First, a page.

Mr HART: I am a lawyer by profession. The Law Council of Australia has been pushing this for decades. The export of services has been a significant area for potential. Of course, that has now transformed to digital services, because the delivery of those high-value services can occur here. I would very much like your website—understanding that the focus is on one to one—to contemplate expressly the delivery of digital services and/or services generally because, while there is a recognition of the fact that you need to look at freight and things like that, there is a bias towards physical goods. I think an SME would look at Austrade and say, 'This is not for me'. In the case of the accidental exporter, they would not even know to ask. That is a question of perception.

Mr Rees : I think that perception is entirely valid. I would reflect on the very high percentage of our total client base that are services exporters. But I think you are talking about something slightly different. It is that public perception and whether we are actually appealing to the people who we need to talk to. I very much take that on board.

Mr HART: If I was simply searching for answers and I happened across Austrade, even using the gateway that is Google, which would look into your website, I do not think I would find a great deal of assistance. That troubles me.

Mr Rees : Thank you. That is an important perspective.

Mr RICK WILSON: This is possibly a question for DFAT. With the high-profile trade agreements—they are all very significant, I guess, but particularly ChAFTA—what does the reference to e-commerce and the digital economy look like in that document? What progress have we made with the signing of that document and what opportunities and perhaps challenges does that open up for our digital economy in particular?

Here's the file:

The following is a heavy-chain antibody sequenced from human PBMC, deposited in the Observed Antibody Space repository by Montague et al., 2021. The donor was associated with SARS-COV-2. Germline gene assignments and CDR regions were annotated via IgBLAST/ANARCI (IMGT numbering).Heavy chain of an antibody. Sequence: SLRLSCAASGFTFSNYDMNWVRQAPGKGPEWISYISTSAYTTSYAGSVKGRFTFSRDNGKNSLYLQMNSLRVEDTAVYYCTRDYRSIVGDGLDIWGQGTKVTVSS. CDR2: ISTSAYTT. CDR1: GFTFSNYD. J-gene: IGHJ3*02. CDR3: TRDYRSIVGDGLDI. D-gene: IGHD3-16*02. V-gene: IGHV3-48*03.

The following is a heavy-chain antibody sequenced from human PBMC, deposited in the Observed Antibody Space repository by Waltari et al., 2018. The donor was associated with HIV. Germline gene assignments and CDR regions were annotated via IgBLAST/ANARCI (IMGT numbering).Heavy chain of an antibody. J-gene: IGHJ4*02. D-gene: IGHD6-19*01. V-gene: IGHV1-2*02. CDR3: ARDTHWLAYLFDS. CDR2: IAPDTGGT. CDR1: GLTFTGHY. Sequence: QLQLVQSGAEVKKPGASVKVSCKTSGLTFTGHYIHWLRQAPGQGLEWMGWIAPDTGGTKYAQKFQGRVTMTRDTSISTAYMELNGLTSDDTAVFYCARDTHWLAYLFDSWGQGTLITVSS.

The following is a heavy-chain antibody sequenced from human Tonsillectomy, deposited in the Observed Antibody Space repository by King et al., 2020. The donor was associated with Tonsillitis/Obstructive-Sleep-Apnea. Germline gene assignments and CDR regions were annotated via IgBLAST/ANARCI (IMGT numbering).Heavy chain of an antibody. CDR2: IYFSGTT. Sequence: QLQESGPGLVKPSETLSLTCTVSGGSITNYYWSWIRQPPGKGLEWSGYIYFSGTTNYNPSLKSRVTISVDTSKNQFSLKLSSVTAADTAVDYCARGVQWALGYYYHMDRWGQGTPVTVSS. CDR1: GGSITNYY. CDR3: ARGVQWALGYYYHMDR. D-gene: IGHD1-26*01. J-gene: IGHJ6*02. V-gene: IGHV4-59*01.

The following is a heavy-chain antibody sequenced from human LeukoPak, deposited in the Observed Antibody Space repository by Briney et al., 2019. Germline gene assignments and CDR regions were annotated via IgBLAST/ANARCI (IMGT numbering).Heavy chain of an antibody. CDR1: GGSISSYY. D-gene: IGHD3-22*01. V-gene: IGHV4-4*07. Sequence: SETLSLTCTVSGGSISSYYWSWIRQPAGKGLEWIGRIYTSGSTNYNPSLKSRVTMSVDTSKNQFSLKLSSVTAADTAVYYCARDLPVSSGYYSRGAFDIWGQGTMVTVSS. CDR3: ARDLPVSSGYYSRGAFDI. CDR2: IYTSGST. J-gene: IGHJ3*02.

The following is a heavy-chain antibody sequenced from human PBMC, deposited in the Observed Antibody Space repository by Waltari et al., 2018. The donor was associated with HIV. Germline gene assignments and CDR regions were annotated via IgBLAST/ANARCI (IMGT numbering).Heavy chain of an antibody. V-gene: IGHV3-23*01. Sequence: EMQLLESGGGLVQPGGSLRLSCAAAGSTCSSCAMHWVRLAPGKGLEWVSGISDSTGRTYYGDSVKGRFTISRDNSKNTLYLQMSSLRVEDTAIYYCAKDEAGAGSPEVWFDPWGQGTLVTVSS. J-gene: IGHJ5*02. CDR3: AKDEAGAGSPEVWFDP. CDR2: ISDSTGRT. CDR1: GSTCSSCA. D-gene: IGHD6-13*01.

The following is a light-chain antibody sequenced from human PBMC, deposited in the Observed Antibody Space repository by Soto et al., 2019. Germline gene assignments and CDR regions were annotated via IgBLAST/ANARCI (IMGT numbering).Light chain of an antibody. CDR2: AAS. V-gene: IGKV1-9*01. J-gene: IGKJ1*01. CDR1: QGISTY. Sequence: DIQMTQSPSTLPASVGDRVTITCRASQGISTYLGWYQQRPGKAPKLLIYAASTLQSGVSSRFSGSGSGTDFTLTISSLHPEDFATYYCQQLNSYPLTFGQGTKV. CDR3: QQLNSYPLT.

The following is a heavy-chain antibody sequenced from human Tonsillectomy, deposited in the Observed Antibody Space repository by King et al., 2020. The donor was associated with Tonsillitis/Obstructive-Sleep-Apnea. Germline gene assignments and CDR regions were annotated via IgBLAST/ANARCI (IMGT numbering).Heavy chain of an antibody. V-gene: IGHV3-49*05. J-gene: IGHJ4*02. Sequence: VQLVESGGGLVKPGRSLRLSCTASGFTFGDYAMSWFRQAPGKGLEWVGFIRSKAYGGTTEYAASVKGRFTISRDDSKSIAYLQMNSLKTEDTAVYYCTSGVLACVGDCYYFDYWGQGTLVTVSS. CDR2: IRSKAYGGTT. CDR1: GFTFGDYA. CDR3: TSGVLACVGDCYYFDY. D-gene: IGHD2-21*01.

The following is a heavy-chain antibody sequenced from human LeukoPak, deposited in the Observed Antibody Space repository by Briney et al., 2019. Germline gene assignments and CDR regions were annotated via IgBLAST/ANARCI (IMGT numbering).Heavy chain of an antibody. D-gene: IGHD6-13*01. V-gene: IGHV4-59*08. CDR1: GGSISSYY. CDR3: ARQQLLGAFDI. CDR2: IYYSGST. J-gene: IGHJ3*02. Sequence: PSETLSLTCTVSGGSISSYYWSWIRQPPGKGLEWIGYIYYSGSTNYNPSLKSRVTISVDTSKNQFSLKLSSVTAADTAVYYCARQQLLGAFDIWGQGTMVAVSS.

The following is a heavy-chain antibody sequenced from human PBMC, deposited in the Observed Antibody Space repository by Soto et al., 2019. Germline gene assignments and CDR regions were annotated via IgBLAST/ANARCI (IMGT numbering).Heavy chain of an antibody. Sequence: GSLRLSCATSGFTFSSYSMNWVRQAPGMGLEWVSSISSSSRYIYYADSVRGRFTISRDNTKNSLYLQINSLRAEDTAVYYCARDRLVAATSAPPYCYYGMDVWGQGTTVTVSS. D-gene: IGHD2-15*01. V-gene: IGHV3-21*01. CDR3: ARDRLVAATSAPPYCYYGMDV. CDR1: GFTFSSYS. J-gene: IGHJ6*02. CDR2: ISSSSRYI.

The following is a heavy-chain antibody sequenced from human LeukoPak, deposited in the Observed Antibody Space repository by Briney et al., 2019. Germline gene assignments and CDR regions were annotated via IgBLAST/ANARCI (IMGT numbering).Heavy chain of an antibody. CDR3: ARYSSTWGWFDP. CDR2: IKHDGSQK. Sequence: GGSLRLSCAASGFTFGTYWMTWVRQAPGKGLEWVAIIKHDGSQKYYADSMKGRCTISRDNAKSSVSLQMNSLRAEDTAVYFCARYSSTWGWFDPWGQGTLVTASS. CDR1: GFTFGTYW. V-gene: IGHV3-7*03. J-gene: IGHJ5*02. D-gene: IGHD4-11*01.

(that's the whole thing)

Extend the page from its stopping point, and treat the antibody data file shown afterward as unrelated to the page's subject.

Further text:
Mr Mina : Thank you very much for the question. Perhaps I will start by referencing some of the evolution of the way in which these provisions have been dealt with in various different free trade agreements and zero in a bit on the China agreement as you have requested. The first thing I would say is that over time—over the last decade, really—the provisions that we have adopted have evolved. They have become deeper and more ambitious. We have started with provisions that deal with trade of goods and services at the border—questions like electronic signatures and electronic authentication. As we have moved through the suite of our FTA agreements right through the last decade also, we have started to look at much deeper provisions—provisions that deal with data flows; provisions that deal with this question of localisation, which we can go into later—and started to deal with data as a capture of value in digital trade as a question in its own right.